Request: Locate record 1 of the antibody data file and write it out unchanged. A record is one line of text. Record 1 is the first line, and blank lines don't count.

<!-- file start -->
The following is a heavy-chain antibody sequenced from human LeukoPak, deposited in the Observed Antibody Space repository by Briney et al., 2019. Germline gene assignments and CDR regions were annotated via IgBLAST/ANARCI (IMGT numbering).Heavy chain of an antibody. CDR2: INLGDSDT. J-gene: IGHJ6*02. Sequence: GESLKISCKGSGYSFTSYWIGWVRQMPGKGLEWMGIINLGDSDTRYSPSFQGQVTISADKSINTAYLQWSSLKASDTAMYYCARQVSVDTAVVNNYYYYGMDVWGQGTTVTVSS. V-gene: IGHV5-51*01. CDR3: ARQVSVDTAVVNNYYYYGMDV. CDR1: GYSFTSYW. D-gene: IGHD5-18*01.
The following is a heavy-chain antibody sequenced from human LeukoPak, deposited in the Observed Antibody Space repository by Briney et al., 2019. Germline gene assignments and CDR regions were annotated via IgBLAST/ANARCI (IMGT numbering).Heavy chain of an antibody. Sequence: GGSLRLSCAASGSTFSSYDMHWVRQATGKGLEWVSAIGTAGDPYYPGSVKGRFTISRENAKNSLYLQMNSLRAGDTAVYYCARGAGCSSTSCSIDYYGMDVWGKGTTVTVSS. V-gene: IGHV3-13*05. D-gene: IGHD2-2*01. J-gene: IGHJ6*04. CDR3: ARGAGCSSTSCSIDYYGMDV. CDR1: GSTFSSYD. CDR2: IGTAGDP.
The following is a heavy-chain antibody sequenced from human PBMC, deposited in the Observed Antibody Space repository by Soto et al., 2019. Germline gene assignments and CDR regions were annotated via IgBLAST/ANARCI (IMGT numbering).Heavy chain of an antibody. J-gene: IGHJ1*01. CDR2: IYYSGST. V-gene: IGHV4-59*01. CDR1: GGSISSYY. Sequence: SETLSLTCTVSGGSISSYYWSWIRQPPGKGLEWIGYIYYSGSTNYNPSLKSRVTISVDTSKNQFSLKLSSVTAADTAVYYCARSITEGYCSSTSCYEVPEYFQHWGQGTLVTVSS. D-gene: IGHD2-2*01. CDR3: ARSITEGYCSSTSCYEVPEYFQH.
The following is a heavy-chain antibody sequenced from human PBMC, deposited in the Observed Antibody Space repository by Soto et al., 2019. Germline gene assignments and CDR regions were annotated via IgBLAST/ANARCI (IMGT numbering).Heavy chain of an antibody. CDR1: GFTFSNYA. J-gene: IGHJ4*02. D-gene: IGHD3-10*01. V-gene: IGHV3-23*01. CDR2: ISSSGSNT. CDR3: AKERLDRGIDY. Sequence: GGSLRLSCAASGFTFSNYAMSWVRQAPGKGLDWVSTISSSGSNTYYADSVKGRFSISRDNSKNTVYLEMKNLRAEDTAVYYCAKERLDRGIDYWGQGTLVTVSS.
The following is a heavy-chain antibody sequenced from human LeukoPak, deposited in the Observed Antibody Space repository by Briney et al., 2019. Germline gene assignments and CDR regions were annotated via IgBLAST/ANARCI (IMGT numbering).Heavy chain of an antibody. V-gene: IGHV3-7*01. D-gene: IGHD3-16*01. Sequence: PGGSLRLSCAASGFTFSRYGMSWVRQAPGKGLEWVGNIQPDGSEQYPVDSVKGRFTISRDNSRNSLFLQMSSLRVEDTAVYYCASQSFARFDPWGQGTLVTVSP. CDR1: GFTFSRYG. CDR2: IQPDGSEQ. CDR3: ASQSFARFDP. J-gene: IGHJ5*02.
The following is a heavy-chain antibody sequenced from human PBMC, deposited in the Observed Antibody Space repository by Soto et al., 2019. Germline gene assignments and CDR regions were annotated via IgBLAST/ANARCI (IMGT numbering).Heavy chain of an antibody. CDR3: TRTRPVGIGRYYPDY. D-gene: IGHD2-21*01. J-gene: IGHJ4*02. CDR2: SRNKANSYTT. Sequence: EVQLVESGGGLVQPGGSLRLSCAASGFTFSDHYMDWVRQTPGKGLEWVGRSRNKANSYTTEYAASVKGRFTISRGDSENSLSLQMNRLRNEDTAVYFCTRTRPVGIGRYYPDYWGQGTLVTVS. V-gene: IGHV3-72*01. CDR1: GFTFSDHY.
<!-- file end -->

The following is a heavy-chain antibody sequenced from human LeukoPak, deposited in the Observed Antibody Space repository by Briney et al., 2019. Germline gene assignments and CDR regions were annotated via IgBLAST/ANARCI (IMGT numbering).Heavy chain of an antibody. CDR2: INLGDSDT. J-gene: IGHJ6*02. Sequence: GESLKISCKGSGYSFTSYWIGWVRQMPGKGLEWMGIINLGDSDTRYSPSFQGQVTISADKSINTAYLQWSSLKASDTAMYYCARQVSVDTAVVNNYYYYGMDVWGQGTTVTVSS. V-gene: IGHV5-51*01. CDR3: ARQVSVDTAVVNNYYYYGMDV. CDR1: GYSFTSYW. D-gene: IGHD5-18*01.